New evidence: human presence in northern Australia as early as 65,000 years ago

Previously, it was believed that Australia was not occupied until 47,000 years ago.
By Maria Rachal July 20, 2017 Reading Time: 3 Minutes Print this page

NEW ANALYSIS of a trove of Northern Territory artefacts suggests that the first peoples have been present in Australia for up to 65,000 years.

This evidence shatters previous estimates that commonly date the continent’s first people to a maximum of 47,000 to 60,000 years ago.

Archaeologists and dating specialists from The University of Queensland, led by Dr Chris Clarkson, unearthed over 10,000 artefacts from the lowest layer of the Madjedbebe rock shelter site, located on the western edge of the Arnhem Land plateau in the Jabiluka mineral lease, near world heritage-listed Kakadu National Park.

Their findings were published in Nature this week, shedding new light on the characteristics of the migration of Homosapiens to Sahul, the Pleistocene landmass that primarily joined Australia and New Guinea.

“The settlement of Madjedbebe around [65,000 years ago] … sets a new minimum age for the human colonization of Australia and the dispersal of modern humans out of Africa and across south Asia,” the study said.

The new dates indicate that the earliest-known Aboriginal people would have lived concurrently with Australia’s megafauna for 20, 000 years before the continent-wide extinctions of giant birds, marsupials, and reptiles. It also means modern humans inhabited Australia for at least 15, 000 years while more archaic hominins still lived in southeast Asia and Australasia.

Clarkson and his team had unprecedented access to the Madjedbebe site due to a formal partnership between the university and the Gundjeihmi Aboriginal Corporation, which allowed the traditional owners of the land, the Mirarr clan, significant operational control of the research.

new evidence 65, 000 years

Mirarr traditional owner May Nango (second the right). (Image Credit: Glenn Campbell)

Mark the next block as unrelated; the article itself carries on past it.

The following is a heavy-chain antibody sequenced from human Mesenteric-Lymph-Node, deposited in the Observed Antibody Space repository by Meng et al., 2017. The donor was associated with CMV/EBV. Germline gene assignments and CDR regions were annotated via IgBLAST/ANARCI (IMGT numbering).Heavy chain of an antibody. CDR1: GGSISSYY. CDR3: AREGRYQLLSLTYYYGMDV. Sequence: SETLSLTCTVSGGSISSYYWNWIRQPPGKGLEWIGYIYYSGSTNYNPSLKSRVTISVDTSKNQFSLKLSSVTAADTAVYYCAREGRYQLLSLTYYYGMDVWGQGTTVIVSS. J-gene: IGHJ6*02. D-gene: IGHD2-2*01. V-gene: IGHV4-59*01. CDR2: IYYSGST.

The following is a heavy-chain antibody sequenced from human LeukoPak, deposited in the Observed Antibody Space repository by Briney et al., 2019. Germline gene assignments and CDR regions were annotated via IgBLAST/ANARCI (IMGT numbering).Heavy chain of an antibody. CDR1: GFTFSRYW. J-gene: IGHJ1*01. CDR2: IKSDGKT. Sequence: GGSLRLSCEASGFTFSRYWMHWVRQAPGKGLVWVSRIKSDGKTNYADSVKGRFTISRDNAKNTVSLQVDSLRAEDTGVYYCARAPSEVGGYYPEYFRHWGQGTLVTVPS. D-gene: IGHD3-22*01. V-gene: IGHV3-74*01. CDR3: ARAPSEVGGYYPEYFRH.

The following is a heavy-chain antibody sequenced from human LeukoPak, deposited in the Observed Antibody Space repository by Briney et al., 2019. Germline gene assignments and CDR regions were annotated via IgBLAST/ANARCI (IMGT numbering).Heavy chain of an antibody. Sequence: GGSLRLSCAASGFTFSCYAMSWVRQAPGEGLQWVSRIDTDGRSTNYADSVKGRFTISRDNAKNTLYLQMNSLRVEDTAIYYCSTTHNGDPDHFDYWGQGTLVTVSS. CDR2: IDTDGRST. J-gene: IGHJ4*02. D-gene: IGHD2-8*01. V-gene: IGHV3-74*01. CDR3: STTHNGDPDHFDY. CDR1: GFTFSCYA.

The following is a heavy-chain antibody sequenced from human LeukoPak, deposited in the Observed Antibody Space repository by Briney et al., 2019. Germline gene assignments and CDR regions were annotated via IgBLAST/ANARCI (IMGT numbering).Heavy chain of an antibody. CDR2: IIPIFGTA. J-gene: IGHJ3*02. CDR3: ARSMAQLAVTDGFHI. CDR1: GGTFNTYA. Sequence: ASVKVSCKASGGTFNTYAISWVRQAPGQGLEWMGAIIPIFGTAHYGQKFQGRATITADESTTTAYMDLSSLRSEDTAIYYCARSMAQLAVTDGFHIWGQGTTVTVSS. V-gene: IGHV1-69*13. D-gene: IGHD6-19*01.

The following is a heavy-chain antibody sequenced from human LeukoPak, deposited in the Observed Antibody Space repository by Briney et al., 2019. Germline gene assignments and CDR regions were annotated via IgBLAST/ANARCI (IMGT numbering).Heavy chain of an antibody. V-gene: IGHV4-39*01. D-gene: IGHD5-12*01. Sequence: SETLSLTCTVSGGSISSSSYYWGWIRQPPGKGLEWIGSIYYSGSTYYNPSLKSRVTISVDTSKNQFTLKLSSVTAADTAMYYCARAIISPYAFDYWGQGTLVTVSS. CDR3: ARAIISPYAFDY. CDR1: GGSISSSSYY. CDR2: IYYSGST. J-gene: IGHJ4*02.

The site was first excavated in 1989, and artefacts were determined to be 60,000 to 50,000 years old, distinguishing Madjedbebe as the oldest known site of human occupation in Australia.

During return digs in 2012 and 2015, the Queensland team excavated deeper, closer to the “zone of the initial occupation,” and reanalysed the whole site using more advanced radiocarbon and optically stimulated luminescence (OSL) dating methods.

The more recent assemblage proved larger and more diverse, which further contributed to the firmer conclusions about stratigraphic integrity and the age of the site.

Significant materials found in the rock shelter include seed-grinding tools that are believed to be the oldest in Australia, indicating early collection and processing of plant foods. The site also contained evidence of the world’s first example of reflective pigment, created by adding crushed mica to ochre, a ground Earth pigment that archaeologists also found in the form of “ochre crayons.”

 “This study confirms the sophistication of the Australian Aboriginal toolkit and underscores the universal importance of the Jabiluka area. These findings reinforce the need for the highest level of conservation and protection for this site,” said Justin O’Brien, CEO of the Gundjeihmi Aboriginal Corporation, in a news release.

Additionally, archaeologists identified ground-edge stone axe technology that is believed to be the oldest in the world.

Dr Anne Ford, a lithic technology expert from The University of Otago, told Australian Geographic that though the limited depth of material available for radiocarbon dating may cause questions surrounding the exact age of the site to remain, the number and consistency of OSL dates for the earliest phase are compelling.

“The evidence for the first innovation of hafted ground stone axes globally occurring in Sahul has been mounting steadily in recent years,” she said. “These new artefacts from Madjedbebe would appear to cement this technology as a true Sahul invention.”

The study was funded by an Australian Research Council Discovery Project grant.